CASPER — Six proposed wind farms could add more than 1,600 megawatts of electricity generation capacity to Wyoming’s grid by 2024, according to an announcement this week by utility Rocky Mountain Power’s parent company, PacifiCorp.

If built, the 19 wind, solar, battery storage and transmission proposals that made PacifiCorp’s shortlist would span four states with a collective capacity of 3,200 megawatts.

The proposals concentrate wind development in Wyoming and Idaho, and solar development, including battery storage, in Utah and Oregon. Nearly 1,000 megawatts of battery capacity is proposed across the two states.

Unlike power plants, wind turbines and solar panels can’t generate electricity on demand. Installed battery capacity reduces the volatility of renewables by storing unused electricity and releasing it to the grid later on. In recent years, the costs of battery storage have plummeted.

“Most of our early wind and solar projects, of course, were tied directly to the transmission system. They were dependent upon when the resource was available, when the wind was blowing, or when the sun was shining,” said PacifiCorp spokesman David Eskelsen. Battery storage eliminates those limitations.

While PacifiCorp has trialed battery storage through small-scale demonstration projects, this would be its first utility-scale battery installation.

The shortlist announcement comes on the heels of PacifiCorp’s Energy Vision 2020 initiative, which added more than 1,000 megawatts of wind resources and transmission to its generation capacity.

PacifiCorp’s latest round of renewable development began in October 2019, when the company’s biannual economic analysis identified renewables as a highly cost-effective electricity source.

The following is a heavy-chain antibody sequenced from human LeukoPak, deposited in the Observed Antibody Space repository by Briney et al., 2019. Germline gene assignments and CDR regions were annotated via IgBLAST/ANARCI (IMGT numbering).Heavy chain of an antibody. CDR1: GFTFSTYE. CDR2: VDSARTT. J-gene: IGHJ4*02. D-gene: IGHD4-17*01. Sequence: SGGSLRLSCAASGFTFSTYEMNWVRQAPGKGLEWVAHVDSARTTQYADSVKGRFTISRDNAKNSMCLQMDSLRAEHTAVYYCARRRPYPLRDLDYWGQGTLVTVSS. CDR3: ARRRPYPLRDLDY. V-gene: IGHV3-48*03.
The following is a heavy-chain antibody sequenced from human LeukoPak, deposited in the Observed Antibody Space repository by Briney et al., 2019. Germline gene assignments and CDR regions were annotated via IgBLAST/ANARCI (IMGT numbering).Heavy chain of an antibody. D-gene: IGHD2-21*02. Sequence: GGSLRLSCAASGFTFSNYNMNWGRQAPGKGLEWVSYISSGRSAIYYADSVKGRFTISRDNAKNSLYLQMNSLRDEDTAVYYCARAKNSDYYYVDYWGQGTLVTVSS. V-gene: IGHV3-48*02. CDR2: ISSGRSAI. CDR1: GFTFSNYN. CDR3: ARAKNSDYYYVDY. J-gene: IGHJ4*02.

“Planning process after planning process for the company has shown that Wyoming wind tops the list of cost competitiveness. It’s just incredibly affordable,” said Shannon Anderson, staff attorney for the Powder River Basin Resource Council, a Wyoming-based landowner and conservation group.

The utility’s call for proposals the following July yielded feasible bids totaling more than 28,000 megawatts of capacity. Over the year that followed, the company cut its original list of bids down by nearly 90 percent. It developed the shortlist in May and finished evaluating the final 19 projects earlier this month.

It’s still early for the shortlisted projects. They’ve already undergone scrutiny from PacifiCorp and two independent evaluators, but contract negotiations between the utility and the projects’ third-party developers, local and state permitting processes and state regulatory reviews are yet to come.

Wyoming’s six new wind farms would be built by their developers. During early contract negotiations, PacifiCorp would decide whether it intends to purchase power directly from a facility over a set period of time — usually 20 years — or buy the entire project from the developer after construction is complete.

Though the projects’ locations have not been disclosed, if they’re approved, they could bring jobs and revenue to the state. Wyoming’s existing wind generation tax generates a little over $4 million annually.

Past attempts to raise Wyoming’s tax on wind energy have failed in the Legislature.

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